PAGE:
Sarah Bakewell – ‘At the Existentialist Café: Freedom, Being & Apricot Cocktails’

As is well known, Martin Heidegger was a Nazi for part of his life, and refused to issue a categorical renunciation after the Second World War. Given that, it is amazing what he was against:
By ‘machination’ he meant the making-machine-like of all things: the attitude that characterises factory automation, environmental exploitation, modern management and war. With this attitude, we brazenly challenge the earth to give up what we want from it, instead of patiently whittling or cajoling things forth as peasant smallholders or craftsmen do. […] Moreover, we rarely use what we take at once, but instead convert it to a form abstract energy to be held in reserve in a generator or storehouse. […] When something is placed ‘on call’ or in ‘standing-reserve’, says Heidegger, it loses its ability to be a proper object. […] If we are left alone ‘in the midst of objectlessness’, then we ourselves will lose our structure – we too will be swallowed up into a ‘standing-reserve’ mode of being. We will devour even ourselves. Heidegger cites the term ‘human resources’ as evidence of this danger. (pp. 182-3)
He was interested in experience at a very basic and individual level (the craftsman hitting a nail with a hammer, the moment when the nail bends and things go wrong), but he wasn’t so interested in people. Rather than ponder this (yes of course it’s a contradiction in terms), I’ll just point out the similarity of the above to the argument Naomi Klein makes in This Changes Everything about the move from water mills to steam power during the industrial revolution, which is precisely about human resources. Coal and steam were initially a ‘tough sell’, she says, as water was free and the larger wheels produced more energy than a steam engine could. The deciding factor was that coal powered factories could be situated in cities, ‘where there were gluts of willing industrial workers, making it far easier to fire troubleshooters and put down strikes.’ She argues that energy production needs to become geographically determined once again, through solar, wind and other renewable sources: not, it is true, in order that humanity can save itself from objectlessness, but, more straightforwardly, so that humanity can save itself. Which is about as existential as you can get.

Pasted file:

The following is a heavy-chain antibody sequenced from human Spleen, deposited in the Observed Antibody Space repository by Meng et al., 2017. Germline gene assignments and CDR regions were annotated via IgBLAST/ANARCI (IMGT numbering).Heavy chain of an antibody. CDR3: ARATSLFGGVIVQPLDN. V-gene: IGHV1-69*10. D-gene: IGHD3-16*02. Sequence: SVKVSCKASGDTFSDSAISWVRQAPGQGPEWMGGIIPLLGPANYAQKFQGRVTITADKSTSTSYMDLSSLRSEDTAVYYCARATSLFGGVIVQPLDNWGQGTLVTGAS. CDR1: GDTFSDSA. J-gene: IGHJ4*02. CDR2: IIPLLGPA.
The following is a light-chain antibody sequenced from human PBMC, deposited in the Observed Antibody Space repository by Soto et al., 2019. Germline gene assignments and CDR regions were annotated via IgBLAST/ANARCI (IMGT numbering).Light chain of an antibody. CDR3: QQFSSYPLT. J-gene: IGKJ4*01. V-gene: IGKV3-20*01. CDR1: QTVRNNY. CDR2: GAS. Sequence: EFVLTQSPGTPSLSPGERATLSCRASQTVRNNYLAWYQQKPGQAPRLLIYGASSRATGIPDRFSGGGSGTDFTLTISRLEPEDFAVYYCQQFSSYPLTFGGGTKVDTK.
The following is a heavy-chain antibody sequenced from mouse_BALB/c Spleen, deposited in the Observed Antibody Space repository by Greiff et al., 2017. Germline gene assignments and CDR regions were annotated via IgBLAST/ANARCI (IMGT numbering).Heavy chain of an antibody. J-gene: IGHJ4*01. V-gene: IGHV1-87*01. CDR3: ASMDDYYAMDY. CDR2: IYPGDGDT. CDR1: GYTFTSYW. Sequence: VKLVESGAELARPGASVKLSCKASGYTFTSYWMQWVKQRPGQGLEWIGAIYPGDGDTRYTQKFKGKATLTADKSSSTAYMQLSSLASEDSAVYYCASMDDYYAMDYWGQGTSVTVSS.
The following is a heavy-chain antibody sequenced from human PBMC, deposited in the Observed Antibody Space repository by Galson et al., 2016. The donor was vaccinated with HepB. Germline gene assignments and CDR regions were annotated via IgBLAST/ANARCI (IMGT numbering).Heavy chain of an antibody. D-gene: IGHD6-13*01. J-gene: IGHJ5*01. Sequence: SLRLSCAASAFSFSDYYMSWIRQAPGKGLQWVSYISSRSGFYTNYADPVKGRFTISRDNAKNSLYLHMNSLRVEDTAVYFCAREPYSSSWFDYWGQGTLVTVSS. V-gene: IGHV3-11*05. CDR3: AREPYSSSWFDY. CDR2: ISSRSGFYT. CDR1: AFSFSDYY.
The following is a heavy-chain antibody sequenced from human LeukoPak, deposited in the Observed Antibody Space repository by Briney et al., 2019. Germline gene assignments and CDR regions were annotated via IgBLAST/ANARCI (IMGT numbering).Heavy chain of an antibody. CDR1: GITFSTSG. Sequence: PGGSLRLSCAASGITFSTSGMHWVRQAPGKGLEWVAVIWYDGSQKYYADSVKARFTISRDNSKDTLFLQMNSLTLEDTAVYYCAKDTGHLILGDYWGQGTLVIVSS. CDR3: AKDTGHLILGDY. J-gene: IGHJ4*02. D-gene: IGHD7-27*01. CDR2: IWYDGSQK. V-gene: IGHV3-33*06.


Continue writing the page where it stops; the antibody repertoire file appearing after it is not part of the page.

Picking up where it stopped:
Objects interested Jean-Paul Sartre too, in a slightly different way:
Sartre knew very well that we can lose sight of the sense of things. […] Many such moments occur in Nausea, when Roquentin finds himself flummoxed by a doorknob or a beer glass. But for Sartre, unlike for Camus, such collapses reveal a psychological state: they are failures of intentionality, not glimpses into a greater truth. (p. 151)
Camus sees a great emptiness, and Sartre a call to action; but he, like Heidegger, was drawn to a political ideology (Marxism, in his case) which denies individuality: ‘For Marxists, human beings are destined to progress through predefined stages of history towards a final socialist paradise’ (p. 256). Sartre struggled to reconcile Marxism with existentialism, particularly following the Soviet put-down of the Hungarian Revolution in 1956, but for Camus it was more straightforward:
he did not think that history led to a single inevitable destination, and he did not think that there was such a thing as perfection. As long as we have human societies, we will have rebellions. Each time a revolution overturns the ills of a society, a new status quo is created, which then develops its own excesses and injustices. Each generation has a fresh duty to revolt against these, and this will be the case forever. (p. 257, a summary of The Rebel)
Sartre’s journal Les Temps modernes ran a review of The Rebel criticising it as ‘an apology for capitalism’, and he also wrote Camus a long letter about it which ended their friendship. Bakewell is scrupulously even-handed in her account of this, just as she is on the importance of Heidegger’s philosophy versus his Nazism. She points out that Camus’ essay came at a very sensitive time politically (it was published in 1951), and was clearly intended to be anti-Communist, when the re-making of the world in the wake of the Second World War hung in the balance of two ideologies.
The world had fallen to pieces, but for that very reason almost anything could now be done with it. (p. 165)